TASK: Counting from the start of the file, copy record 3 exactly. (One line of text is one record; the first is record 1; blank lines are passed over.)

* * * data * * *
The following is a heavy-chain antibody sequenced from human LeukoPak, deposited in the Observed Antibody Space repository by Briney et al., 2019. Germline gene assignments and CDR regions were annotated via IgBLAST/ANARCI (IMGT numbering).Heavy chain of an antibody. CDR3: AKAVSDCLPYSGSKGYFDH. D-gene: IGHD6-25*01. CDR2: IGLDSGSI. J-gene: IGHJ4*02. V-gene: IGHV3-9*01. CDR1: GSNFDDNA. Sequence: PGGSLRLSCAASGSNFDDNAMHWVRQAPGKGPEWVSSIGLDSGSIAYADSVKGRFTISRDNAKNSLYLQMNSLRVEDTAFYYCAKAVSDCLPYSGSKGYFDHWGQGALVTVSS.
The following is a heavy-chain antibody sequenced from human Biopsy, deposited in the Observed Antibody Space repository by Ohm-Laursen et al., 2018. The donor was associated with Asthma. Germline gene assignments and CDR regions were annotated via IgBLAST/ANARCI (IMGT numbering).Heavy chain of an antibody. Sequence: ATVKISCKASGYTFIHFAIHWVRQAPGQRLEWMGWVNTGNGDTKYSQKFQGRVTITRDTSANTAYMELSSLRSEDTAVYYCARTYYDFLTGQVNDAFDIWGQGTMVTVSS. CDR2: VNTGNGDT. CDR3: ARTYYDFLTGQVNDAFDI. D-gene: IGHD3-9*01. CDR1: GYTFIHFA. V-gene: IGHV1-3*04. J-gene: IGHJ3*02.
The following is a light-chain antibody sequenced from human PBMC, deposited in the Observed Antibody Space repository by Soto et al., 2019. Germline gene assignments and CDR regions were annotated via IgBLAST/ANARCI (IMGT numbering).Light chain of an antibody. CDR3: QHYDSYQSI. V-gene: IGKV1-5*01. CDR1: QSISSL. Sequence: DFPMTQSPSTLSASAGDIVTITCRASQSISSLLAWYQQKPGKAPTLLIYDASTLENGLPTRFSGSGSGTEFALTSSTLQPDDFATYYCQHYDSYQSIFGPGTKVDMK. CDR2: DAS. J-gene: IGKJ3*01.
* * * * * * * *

The following is a light-chain antibody sequenced from human PBMC, deposited in the Observed Antibody Space repository by Soto et al., 2019. Germline gene assignments and CDR regions were annotated via IgBLAST/ANARCI (IMGT numbering).Light chain of an antibody. CDR3: QHYDSYQSI. V-gene: IGKV1-5*01. CDR1: QSISSL. Sequence: DFPMTQSPSTLSASAGDIVTITCRASQSISSLLAWYQQKPGKAPTLLIYDASTLENGLPTRFSGSGSGTEFALTSSTLQPDDFATYYCQHYDSYQSIFGPGTKVDMK. CDR2: DAS. J-gene: IGKJ3*01.